If it was a tough loss and emotions seem to be running a little high, I often just let there be silence. Apart from those situations these are my go-to questions:

What do you think went the best for you today?

What do you think you need to work on next time for things to go better?

What did your team do well?

What is something that you guys need to work on for it to go better next time?

Did you have fun today?

When she responds, I usually give some kind of affirmative response: “I could see that,” or “That makes sense.

Those questions kind of play on a great quote from Nelson Mandela, “There is no losing, only winning and learning.” Those questions establish a mindset of growth and learning.


Since that day, I have been very intentional about my words of praise and affirmation as well.

I consistently affirm two things – her effort and how she treats others.  I have tried to be very careful that my praise and affirmation are never tied to things that are out of her control like winning and losing.

When she shows maximum effort under difficult circumstances, I share how proud of her I am.  When parents have come up to me and told me what an encouragement my daughter has been to a teammate, those are some of my proudest moments. I make sure to let her know.

What I try to avoid is saying “good game” when she didn’t play well. My daughter has had a high athletic IQ from a young age. She is more critical of herself than any coach or I could ever be.  If I said “good game” after a poor performance, I am not sure that she would ever believe what I say.

When she expresses frustration after a poor performance, from time to time I will acknowledge that it was not the best performance I have seen out of her. I hope that she is learning that her value and worth have nothing to do with her athletic performance. But I’ll still tell her I had a lot of fun watching her play and she put in some amazing effort. I hope she has seen over time that her dad has fun watching her play– win or lose, good performance or bad performance.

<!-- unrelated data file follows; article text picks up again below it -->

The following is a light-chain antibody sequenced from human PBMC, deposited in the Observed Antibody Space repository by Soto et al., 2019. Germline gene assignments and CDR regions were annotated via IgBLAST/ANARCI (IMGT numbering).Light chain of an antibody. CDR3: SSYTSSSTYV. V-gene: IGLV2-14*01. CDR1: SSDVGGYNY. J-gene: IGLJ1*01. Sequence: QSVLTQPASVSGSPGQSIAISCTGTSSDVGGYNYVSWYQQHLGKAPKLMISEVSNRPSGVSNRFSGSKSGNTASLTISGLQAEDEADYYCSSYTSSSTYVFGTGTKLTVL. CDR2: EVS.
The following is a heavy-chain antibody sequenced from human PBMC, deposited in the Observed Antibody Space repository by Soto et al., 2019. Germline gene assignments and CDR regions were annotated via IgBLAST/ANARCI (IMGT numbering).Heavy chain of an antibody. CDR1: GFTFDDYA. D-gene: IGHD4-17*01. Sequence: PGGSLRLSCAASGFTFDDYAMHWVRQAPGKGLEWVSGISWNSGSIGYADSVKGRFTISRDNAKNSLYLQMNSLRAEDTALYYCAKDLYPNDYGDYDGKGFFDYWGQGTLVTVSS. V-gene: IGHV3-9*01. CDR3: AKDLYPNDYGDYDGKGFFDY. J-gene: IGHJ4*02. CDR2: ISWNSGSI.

My daughter could have been another example in Director of Coaching, John O’Sullivan’s article “The Ride Home” where he shares exit interviews from players leaving his organization and quitting the sport. He would ask them what was their least favorite moment in sports.

Often, he wrote, their response was, “The ride home after the game.”

Thankfully, she was able to communicate with me, “All my dad does is give me advice to lose.” If she had not shared that with me, I would not have known that I was in danger of robbing my daughter of the joy of playing the sports that she loves and growing as a young woman and teammate along the way.

Thankfully, I had the opportunity to change and she is still playing and loving sports. She has moved from soccer to volleyball, and this year is talking with college coaches with the hopes of being a collegiate student athlete.

But I could have missed that pivotal moment with my 8-year-old girl. Listen to your kids, and think about what you are communicating to them. Our words have weight beyond what we often realize.

Those long car rides can be more than just a ride home. They can be a path to growth and joy for our children.